void glTexImage2D(GLenum target, GLint level, GLint internalFormat, GLsizei width, GLsizei height, GLint border, GLenum format, GLenum type, const GLvoid *pixels); Defines a two-dimensional texture. The target parameter is set to either the constant GL_TEXTURE_2D or GL_PROXY_TEXTURE_2D. You use the level parameter if you're supplying multiple resolutions of the texture map; with only one resolution, level should be 0.

 void glCopyTexImage2D(GLenum target, GLint level, GLint internalFormat, GLint x, GLint y, GLsizei width, GLsizei height, GLint border); Creates a two-dimensional texture, using framebuffer data to define the texels. The pixels are read from the current GL_READ_BUFFER and are processed exactly as if glCopyPixels() had been called but stopped before final conversion. The settings of glPixelTransfer*() are applied. The target parameter must be set to the constant GL_TEXTURE_2D. The level, internalFormat, and border parameters have the same effects that they have for glTexImage2D(). The texture array is taken from a screen-aligned pixel rectangle with the lower-left corner at coordinates specified by the (x, y) parameters. The width and height parameters specify the size of this pixel rectangle. Both width and height must have the form 2m+2b, where m is a nonnegative integer (which can have a different value for width than for height) and b is the value of border.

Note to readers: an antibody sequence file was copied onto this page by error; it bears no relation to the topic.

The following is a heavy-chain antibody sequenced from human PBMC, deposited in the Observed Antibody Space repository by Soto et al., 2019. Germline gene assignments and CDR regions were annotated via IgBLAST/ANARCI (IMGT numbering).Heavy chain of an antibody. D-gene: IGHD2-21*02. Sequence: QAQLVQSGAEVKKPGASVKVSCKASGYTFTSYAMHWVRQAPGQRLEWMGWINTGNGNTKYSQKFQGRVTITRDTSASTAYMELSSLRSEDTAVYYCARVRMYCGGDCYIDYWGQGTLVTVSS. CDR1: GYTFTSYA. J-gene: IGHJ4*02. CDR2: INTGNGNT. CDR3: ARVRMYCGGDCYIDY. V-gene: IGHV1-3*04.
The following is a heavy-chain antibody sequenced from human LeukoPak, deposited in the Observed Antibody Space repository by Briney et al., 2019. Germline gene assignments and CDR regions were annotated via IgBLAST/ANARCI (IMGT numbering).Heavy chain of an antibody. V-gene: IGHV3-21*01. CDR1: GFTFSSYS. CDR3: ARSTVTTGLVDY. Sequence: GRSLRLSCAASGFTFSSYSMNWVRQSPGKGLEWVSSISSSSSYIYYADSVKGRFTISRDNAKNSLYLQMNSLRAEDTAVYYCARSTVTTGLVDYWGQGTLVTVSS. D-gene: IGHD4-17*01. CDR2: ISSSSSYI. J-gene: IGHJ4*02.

Sphere with texture images

• May use GL_TRIANGLE_STRIP ( faster ) or GL_QUAD_STRIP
 ```/* Create a sphere centered at c, with radius r, and precision n. Draw a point for zero radius spheres */ typedef struct { double x; double y; double z; } XYZ; void CreateSphere(XYZ c,double r,int n) { int i,j; double phi1,phi2,theta, s, t; XYZ e,p; if (r < 0) r = -r; if (n < 0) n = -n; if (n < 4 || r <= 0) { glBegin(GL_POINTS); glVertex3f(c.x,c.y,c.z); glEnd(); return; } for (j=0;j < n; j++) { phi1 = j * TWOPI / n; phi2 = (j + 1) * TWOPI / n; //next phi glBegin(GL_QUAD_STRIP); for (i=0;i < = n;i++) { theta = i * PI / n; e.x = sin ( theta ) * cos ( phi2 ); e.y = sin ( theta ) * sin ( phi2 ); e.z = cos ( theta ); p.x = c.x + r * e.x; p.y = c.y + r * e.y; p.z = c.z + r * e.z; glNormal3f(e.x,e.y,e.z); s = phi2 / TWOPI; // column t = 1 - theta/PI; // row glTexCoord2f(s, t); glVertex3f(p.x,p.y,p.z); e.x = sin ( theta ) * cos ( phi1 ); e.y = sin ( theta ) * sin ( phi1 ); e.z = cos ( theta ); p.x = c.x + r * e.x; p.y = c.y + r * e.y; p.z = c.z + r * e.z; glNormal3f(e.x,e.y,e.z); s = phi1/TWOPI; // column t = 1 - theta/PI; // row glTexCoord2f(s, t); glVertex3f(p.x,p.y,p.z); } glEnd(); } }```

7. Environment Mapping

• A type of reflection mapping, particularly useful in animation.

• Law of Reflection:
1. Angle of reflection is equal and opposite to the incident angle, with respect to the surface normal.
2. Consequence of this law: If a point P is a distance d in front of the surface (measured in the direction of the surface normal), then its reflected point P' appears to be the same distance d behind the surface.